Dr. Martin Luther King, Jr.

Today is Martin Luther King, Jr. Day and we would like to honor and remember the man who was a great spiritual leader, activist, humanitarian, and who championed the value of every person regardless of their background. He played a pivotal role in the African American Civil Rights Movement of the 1950's and 60's. King was born Michael King in Atlanta, Georgia on January 15, 1929. His father had the young boy's name changed to Martin Luther as an homage to the German religious reformer. Although as a youth he was an independent thinker who often challenged the traditions of the Christian Church, indeed King found that the Bible contained important wisdom and decided to enter the seminary.

As an activist King was inspired by the tenets of his Christian faith, as well as the ideas of the American transcendentalist Henry David Thoreau. Thoreau's idea of 'civil disobedience,' where one resists without violence a government which one believes is unjust, would dramatically influence King as well as another important activist, Mohandas Gandhi. Fed up with the prevailing racism, discrimination and police brutality of the American south, many African Americans turned to the non-violent resistance King taught as an alternative to violence. This took the form of sit-ins at lunch counters which refused to serve black patrons and continued with the boycott of a bus line in Montgomery after Rosa Parks was arrested for refusing to give up her seat in 1955.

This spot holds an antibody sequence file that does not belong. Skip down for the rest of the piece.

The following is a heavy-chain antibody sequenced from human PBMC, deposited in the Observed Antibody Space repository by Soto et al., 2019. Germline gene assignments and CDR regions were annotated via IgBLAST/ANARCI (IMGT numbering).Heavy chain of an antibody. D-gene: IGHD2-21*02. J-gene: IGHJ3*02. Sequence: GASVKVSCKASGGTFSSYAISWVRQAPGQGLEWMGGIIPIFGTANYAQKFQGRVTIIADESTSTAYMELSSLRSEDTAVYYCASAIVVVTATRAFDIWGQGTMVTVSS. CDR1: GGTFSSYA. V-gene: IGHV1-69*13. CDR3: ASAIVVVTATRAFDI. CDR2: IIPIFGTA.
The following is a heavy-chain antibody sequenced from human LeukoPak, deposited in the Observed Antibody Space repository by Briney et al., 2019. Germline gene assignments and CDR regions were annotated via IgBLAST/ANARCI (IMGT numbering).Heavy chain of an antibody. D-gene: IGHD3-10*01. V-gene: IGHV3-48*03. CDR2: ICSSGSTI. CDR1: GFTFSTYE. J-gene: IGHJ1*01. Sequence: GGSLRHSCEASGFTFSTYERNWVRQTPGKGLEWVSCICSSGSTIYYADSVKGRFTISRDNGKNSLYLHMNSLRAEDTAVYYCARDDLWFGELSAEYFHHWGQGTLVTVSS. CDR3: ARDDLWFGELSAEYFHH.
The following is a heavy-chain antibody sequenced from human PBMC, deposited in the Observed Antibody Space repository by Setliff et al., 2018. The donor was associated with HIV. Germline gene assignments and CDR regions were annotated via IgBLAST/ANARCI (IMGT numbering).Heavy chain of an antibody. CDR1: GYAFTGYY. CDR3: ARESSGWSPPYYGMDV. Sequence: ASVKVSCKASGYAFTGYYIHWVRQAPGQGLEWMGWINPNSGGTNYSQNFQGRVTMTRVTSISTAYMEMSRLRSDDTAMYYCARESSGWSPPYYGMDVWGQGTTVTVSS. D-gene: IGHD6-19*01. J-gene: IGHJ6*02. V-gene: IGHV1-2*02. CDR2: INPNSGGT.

In places like Birmingham and Albany, Martin Luther King continued to organize displays of civil disobedience, resulting in mass arrests of activists, both black and white. King himself was arrested multiple times, but continued the struggle for desegregation and civil rights, receiving increasing fame and support. In 1963 during a march on Washington, D.C., King gave his immensely famous and touching "I Have a Dream" speech, which remains one of the most eloquent appeals for racial equality. Through his vehement opposition to the Vietnam War and challenging of the status quo, Martin Luther King, Jr. was not without enemies, and on April 4, 1968 he was murdered by a gunman in Memphis, Tennessee. Although his life was cut tragically short, King's inspiring words and actions live on, and he remains one of the most important and poetic voices not just for racial equality under the law, but truly for all human dignity and respect.

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